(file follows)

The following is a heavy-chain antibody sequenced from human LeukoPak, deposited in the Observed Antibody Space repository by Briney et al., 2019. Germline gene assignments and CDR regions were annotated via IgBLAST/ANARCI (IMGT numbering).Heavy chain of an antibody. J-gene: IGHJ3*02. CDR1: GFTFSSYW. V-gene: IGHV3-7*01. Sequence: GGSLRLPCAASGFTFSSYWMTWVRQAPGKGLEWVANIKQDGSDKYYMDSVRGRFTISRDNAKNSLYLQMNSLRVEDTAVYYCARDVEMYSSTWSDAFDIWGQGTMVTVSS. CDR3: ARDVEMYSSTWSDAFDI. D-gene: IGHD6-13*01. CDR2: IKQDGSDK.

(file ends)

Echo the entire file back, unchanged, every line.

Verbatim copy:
The following is a heavy-chain antibody sequenced from human LeukoPak, deposited in the Observed Antibody Space repository by Briney et al., 2019. Germline gene assignments and CDR regions were annotated via IgBLAST/ANARCI (IMGT numbering).Heavy chain of an antibody. J-gene: IGHJ3*02. CDR1: GFTFSSYW. V-gene: IGHV3-7*01. Sequence: GGSLRLPCAASGFTFSSYWMTWVRQAPGKGLEWVANIKQDGSDKYYMDSVRGRFTISRDNAKNSLYLQMNSLRVEDTAVYYCARDVEMYSSTWSDAFDIWGQGTMVTVSS. CDR3: ARDVEMYSSTWSDAFDI. D-gene: IGHD6-13*01. CDR2: IKQDGSDK.